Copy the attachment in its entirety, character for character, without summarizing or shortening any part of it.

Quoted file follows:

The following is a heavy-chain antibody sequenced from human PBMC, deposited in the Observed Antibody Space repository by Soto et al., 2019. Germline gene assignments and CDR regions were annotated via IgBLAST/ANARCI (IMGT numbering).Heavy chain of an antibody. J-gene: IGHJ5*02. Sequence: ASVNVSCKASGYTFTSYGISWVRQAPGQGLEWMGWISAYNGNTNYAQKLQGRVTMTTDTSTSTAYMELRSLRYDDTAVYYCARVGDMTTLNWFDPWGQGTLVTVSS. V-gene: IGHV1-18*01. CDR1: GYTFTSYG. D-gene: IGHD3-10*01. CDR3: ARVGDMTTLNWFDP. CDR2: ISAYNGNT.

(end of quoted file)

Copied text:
The following is a heavy-chain antibody sequenced from human PBMC, deposited in the Observed Antibody Space repository by Soto et al., 2019. Germline gene assignments and CDR regions were annotated via IgBLAST/ANARCI (IMGT numbering).Heavy chain of an antibody. J-gene: IGHJ5*02. Sequence: ASVNVSCKASGYTFTSYGISWVRQAPGQGLEWMGWISAYNGNTNYAQKLQGRVTMTTDTSTSTAYMELRSLRYDDTAVYYCARVGDMTTLNWFDPWGQGTLVTVSS. V-gene: IGHV1-18*01. CDR1: GYTFTSYG. D-gene: IGHD3-10*01. CDR3: ARVGDMTTLNWFDP. CDR2: ISAYNGNT.